Please use this identifier to cite or link to this item:http://hdl.handle.net/20.500.12105/7117
Child Health Promotion in Underserved Communities: Primary Results From the Cluster Randomized FAMILIA Trial
Fernandez-Jimenez, Rodrigo CNIC | Jaslow, Risa | Bansilal, Sameer | Santana, Maribel | Diaz-Munoz, Raquel | Trabal, Giselle | Latina, Jacqueline | Soto, Ana V | Vedanthan, Rajesh | Giannarelli, Chiara | Kovacic, Jason | Bagiella, Emilia | Kasarskis, Andrew | Fayad, Zahi A | Hajjar, Roger J | Fuster, Valentin CNIC
Circulation. 2018; 138 (Suppl_1): A16663
Introduction: Preschool-based interventions offer promise to instill healthy behaviors in children. However, its efficacy in underserved communities is not well established. Objective: To assess the impact of a preschool-based health promotion education intervention in an underserved community. Methods: We performed the cluster-randomized controlled “Family-Based Approach in a Minority Community Integrating Systems-Biology for Promotion of Health” (FAMILIA) trial involving 15 Head Start preschools in Harlem, New York. Schools and their children were 3:2 randomized to either receive the usual curriculum (control); or a 4-month educational intervention for a total of 50 hours to instill healthy behaviors in relation to diet, physical activity, understanding how the human body and heart work, and emotion management. The primary outcome was the change from baseline in the overall knowledge, attitudes, and habits (KAH) score of the child. As secondary outcomes, we evaluated the changes in KAH subcomponents and in the test of emotion comprehension. Linear mixed-effects models were used to test for intervention effects. Results: We enrolled 562 children 3 to 5 years old, 51% female, 54% Hispanic/Latino and 37% African-American. The mean % relative change from baseline in the overall KAH score was 5.5% and 11.8% in control and intervention groups, respectively. The average between-group absolute difference in overall KAH was 2.89 points (95% CI: 0.61 to 5.17; p = 0.013; Figure). Physical activity and understanding of the human body and heart components, and knowledge and attitudes domains, were the main drivers of the effect. Changes in emotion comprehension trended to favor intervened children as compared to controls. Conclusions: The FAMILIA trial demonstrates that a multidimensional school-based education intervention is an effective strategy for instilling healthy behaviors among preschoolers from a diverse and socially/economically disadvantaged community. As part of our long-term vision, we are conducting a long-term follow-up of the children to assess the sustainability of the intervention effects.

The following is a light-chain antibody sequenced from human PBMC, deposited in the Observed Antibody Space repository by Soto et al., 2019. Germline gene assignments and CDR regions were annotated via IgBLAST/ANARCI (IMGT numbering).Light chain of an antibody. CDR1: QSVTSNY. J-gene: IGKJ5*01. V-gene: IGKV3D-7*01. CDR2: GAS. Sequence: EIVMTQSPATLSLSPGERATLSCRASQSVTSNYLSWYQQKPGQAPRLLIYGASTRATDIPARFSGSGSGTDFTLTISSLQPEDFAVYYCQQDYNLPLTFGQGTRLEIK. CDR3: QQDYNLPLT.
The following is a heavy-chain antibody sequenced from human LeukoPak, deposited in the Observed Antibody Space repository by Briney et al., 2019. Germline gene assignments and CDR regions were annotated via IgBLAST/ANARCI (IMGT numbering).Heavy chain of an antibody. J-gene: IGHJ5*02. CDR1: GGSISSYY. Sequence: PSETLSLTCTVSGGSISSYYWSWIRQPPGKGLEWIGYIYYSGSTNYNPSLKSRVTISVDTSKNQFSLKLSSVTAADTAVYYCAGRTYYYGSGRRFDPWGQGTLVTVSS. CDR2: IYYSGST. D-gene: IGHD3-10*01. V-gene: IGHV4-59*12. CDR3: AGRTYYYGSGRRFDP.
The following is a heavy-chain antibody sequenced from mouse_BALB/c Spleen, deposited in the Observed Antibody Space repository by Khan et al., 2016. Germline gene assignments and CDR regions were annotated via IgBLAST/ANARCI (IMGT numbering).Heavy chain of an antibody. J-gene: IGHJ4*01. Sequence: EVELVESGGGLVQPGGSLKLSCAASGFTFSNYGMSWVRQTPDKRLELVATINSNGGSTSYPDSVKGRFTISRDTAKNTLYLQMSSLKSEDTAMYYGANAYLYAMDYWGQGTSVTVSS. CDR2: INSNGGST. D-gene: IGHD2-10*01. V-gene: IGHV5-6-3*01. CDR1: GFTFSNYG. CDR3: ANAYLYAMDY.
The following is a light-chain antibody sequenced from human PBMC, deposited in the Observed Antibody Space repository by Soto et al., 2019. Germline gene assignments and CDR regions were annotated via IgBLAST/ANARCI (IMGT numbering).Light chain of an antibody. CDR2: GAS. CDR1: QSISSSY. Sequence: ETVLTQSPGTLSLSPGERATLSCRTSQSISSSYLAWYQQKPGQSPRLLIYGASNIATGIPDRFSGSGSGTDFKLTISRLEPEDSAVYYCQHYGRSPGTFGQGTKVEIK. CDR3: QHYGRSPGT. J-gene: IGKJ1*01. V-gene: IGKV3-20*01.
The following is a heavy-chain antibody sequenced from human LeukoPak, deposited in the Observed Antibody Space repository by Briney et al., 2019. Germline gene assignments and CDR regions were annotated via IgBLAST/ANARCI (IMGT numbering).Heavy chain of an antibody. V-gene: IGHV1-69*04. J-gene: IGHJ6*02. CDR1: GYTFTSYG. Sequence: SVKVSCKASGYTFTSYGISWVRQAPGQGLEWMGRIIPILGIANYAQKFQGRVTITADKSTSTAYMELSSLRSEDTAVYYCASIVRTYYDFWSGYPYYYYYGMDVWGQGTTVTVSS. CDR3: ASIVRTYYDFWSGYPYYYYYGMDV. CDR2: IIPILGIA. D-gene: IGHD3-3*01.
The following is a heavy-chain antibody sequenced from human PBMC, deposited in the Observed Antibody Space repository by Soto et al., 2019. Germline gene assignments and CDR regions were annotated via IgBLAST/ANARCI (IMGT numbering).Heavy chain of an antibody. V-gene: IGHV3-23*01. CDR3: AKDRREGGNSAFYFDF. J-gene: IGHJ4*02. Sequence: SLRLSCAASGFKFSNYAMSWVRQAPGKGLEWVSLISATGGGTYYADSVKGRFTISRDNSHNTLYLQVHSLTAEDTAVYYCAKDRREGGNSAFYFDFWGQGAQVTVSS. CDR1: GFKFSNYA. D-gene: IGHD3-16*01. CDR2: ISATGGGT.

American Heart Association Scientific Sessions 2018. Chicago, USA. November 10-12, 2018.
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